“Our big concern is how much of B.C.’s competitive advantage, as they call it, is actually just weak environmental regulations,” said Lars Sander-Green, a science and communications analyst with Wildsight.

Sander-Green’s comments came as the annual conference of ministers responsible for energy and mines wrapped up. This year’s conference was held in Cranbrook, B.C. Continue Reading →

Sudbury was a stand-in for the moon and other little-known (Canadian) things about the Apollo program – by Nicole Mortillaro (CBC News – July 12, 2019)

https://www.cbc.ca/news/technology/

While Canadian astronauts may not have visited the moon yet, our achievements are part of Apollo history

In a few days, the world will mark the 50th anniversary of humans first setting foot on the moon. Apollo 11 was an ambitious mission that would see three men — Neil Armstrong, Edwin (Buzz) Aldrin and Michael Collins — head to the moon, with the ultimate goal of walking on its surface.

The almost-Herculean task on July 20, 1969 wasn’t only made possible by the effort put forth by the three men, with Armstrong and Aldrin being the first men to set foot on another world. It was also thanks to more than 400,000 people who worked behind the scenes.

And you may be surprised to know that Canada played an important role in the ambitious project that took humans far from home. Here are a few facts about Canada’s role in this historic mission. Continue Reading →

NDP and PCs at odds over which party supports the mining industry more (Thompson Citizen – July 18, 2019)

https://www.thompsoncitizen.net/

Manitoba’s NDP and Progressive Conservative parties are engaged in a war of words over which party is more supportive of mining in the run-up to the Sept. 10 provincial election.

NDP leader Wab Kinew said in a press release July 18 that Manitoba has lost two-thirds of its active mines since Brian Pallister became premier in 2016 and that Statistics Canada says there are 500 fewer natural resources workers in the province than there were in 2017.

“The Pallister government has stood idly by while northern communities struggle to stay afloat in the face of multiple mining closures,” said Kinew. “At a time when workers and their families need protection, how does the Pallister government respond? By calling it ‘business as usual.’” Continue Reading →

Mining Giant to Spend Billions to Halt Indonesian Metal Imports – by Eko Listiyorini and Tassia Sipahutar (Bloomberg/Yahoo Finance – July 18, 2019)

https://finance.yahoo.com/

(Bloomberg) — Indonesia plans to spend billions of dollars in building aluminum and nickel smelters as it seeks to cut reliance on imports of finished metal and stem exports of raw minerals.

State-owned PT Indonesia Asahan Aluminium will earmark as much as $10 billion over the next five years to develop refineries and smelters, according to President Director Budi Gunadi Sadikin. The investment will be made by the company and its units including nickel and bauxite miner PT Aneka Tambang, he said.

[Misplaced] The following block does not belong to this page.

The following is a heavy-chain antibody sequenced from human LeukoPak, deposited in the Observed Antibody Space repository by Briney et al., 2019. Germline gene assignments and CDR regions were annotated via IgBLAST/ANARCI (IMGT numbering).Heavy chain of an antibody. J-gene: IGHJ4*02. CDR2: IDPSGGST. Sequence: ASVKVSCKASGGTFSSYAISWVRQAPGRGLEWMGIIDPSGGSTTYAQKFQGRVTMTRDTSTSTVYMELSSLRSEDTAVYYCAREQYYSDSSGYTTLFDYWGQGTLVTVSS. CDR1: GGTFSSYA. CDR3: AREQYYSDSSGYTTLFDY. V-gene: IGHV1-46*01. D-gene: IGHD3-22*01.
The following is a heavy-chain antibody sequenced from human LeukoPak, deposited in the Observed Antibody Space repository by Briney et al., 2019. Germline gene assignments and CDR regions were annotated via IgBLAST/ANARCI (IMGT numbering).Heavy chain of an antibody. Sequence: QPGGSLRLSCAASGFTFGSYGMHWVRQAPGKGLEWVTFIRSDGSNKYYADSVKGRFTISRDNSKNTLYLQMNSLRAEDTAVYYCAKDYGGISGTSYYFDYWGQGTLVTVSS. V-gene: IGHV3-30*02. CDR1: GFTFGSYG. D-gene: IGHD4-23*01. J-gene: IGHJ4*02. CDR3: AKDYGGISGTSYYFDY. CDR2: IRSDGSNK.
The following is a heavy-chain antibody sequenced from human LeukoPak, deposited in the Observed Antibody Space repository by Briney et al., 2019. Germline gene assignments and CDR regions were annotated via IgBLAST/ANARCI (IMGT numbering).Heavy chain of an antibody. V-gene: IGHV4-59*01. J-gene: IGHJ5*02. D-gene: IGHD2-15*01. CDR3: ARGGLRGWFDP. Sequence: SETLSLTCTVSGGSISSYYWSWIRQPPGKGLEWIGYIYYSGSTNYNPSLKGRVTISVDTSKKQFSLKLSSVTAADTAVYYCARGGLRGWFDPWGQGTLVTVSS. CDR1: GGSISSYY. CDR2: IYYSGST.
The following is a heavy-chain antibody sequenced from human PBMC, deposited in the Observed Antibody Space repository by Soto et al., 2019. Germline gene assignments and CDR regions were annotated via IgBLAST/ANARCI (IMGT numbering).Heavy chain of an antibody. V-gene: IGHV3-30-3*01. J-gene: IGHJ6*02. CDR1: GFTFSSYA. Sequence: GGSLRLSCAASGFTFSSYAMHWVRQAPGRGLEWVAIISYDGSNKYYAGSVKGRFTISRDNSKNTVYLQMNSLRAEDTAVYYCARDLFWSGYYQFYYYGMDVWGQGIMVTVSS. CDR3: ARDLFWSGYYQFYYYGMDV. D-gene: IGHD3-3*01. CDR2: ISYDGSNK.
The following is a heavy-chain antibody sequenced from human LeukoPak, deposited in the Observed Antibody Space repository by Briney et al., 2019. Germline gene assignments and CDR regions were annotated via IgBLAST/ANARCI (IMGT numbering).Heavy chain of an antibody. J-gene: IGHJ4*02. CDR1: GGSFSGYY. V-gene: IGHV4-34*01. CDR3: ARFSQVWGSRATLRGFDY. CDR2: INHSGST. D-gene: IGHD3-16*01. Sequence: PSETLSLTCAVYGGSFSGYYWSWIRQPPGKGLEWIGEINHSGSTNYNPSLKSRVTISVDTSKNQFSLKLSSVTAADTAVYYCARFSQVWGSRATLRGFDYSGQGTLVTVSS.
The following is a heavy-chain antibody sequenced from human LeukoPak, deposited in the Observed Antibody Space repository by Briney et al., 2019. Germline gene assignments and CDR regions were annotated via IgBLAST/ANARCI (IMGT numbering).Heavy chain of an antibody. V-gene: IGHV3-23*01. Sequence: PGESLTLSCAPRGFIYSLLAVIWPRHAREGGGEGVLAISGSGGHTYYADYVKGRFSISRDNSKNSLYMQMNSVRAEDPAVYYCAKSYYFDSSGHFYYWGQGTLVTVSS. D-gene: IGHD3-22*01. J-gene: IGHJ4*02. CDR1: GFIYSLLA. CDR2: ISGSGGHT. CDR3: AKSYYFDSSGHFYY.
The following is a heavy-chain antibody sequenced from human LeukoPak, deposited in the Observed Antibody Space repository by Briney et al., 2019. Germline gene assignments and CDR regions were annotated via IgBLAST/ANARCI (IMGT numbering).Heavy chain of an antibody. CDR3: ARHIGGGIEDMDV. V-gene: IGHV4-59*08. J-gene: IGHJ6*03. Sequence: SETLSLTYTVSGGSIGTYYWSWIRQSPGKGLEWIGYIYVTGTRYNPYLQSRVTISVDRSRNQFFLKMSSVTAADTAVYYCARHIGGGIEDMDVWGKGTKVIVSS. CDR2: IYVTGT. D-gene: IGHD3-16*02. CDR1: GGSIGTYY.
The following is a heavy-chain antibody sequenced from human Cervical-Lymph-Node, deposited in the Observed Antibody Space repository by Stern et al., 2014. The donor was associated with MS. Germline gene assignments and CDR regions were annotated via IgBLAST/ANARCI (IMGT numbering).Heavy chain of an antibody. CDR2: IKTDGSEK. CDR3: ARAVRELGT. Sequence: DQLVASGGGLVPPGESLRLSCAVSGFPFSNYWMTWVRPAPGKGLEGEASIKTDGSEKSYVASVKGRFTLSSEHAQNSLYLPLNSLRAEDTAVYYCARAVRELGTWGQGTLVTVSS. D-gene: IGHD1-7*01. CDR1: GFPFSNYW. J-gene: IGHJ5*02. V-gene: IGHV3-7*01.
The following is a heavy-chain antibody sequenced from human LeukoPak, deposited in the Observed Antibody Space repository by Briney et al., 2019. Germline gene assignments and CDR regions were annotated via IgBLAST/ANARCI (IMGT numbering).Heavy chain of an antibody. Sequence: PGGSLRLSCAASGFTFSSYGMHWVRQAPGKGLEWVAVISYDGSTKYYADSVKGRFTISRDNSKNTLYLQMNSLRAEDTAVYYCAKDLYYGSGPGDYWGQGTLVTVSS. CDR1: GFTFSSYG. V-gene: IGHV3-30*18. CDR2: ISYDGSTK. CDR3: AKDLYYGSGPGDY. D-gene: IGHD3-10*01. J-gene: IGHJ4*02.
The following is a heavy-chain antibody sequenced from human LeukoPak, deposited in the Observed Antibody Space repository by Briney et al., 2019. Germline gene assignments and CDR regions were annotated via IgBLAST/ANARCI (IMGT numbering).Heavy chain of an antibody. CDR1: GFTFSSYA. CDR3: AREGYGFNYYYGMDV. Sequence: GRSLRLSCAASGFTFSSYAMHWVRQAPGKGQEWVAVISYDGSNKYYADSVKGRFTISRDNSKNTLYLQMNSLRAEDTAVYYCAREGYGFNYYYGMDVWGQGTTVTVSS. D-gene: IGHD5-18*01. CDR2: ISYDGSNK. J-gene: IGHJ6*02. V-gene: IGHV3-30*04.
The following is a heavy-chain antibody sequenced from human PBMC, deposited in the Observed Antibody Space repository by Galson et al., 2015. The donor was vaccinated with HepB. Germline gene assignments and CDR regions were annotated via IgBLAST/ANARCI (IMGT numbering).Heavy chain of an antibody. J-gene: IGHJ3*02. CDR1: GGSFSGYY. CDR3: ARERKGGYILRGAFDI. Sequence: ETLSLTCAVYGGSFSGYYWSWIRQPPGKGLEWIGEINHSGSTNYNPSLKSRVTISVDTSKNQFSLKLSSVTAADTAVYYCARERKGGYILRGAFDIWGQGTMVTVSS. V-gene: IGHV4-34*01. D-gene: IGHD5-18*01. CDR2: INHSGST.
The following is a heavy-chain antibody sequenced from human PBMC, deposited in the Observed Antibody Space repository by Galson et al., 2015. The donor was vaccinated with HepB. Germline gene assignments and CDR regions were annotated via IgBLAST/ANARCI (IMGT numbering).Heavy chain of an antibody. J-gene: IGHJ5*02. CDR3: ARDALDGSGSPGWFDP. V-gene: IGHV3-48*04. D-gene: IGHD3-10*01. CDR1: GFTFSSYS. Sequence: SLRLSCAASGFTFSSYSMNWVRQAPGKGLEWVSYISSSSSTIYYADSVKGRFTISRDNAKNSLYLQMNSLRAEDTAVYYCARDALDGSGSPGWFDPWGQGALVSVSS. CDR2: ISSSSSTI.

Indonesia is seeking to reshape its mining industry by making it mandatory for miners to build smelters after decades of free exports of raw materials left it reliant on costly imports to meet demand. Continue Reading →

Send in the troops: Congo raises the stakes on illegal mining – by Aaron Ross (Reuters U.S. – July 17, 2019)

https://www.reuters.com/

DAKAR (Reuters) – A Congolese army officer arrived in the village of Kafwaya in June and warned residents not to trespass on a major Chinese copper and cobalt mine next door. As night fell about a week later, the soldiers moved in.

“They didn’t say anything to anyone,” said Fabien Ilunga, an official in Kafwaya, which is home to thousands of miners eking out a living by illegally exploiting the nearby mineral resources. “The army started to burn down the tarpaulin houses.”

Deploying soldiers to clear tens of thousands of illegal informal miners from mining concessions is a new approach by the authorities in Democratic Republic of Congo, who have wrestled with the problem for decades. Continue Reading →

Canada urged to address declining mining competitiveness – by Claire Cuddihy (Global Mining Review – July 18, 2019)

https://www.globalminingreview.com/

A national alliance of mineral exploration and mining associations are urging Mines Ministers, having convened for their 76th annual conference in Cranbrook (British Columbia), to take action to ensure Canada remains a globally competitive jurisdiction and can continue to attract mineral investment.

A brief submitted by the Canadian Mineral Industry Federation (CMIF) proposes a series of recommendations organised under the six strategic directions identified in the Canadian Minerals and Metals Plan (CMMP) published earlier this year.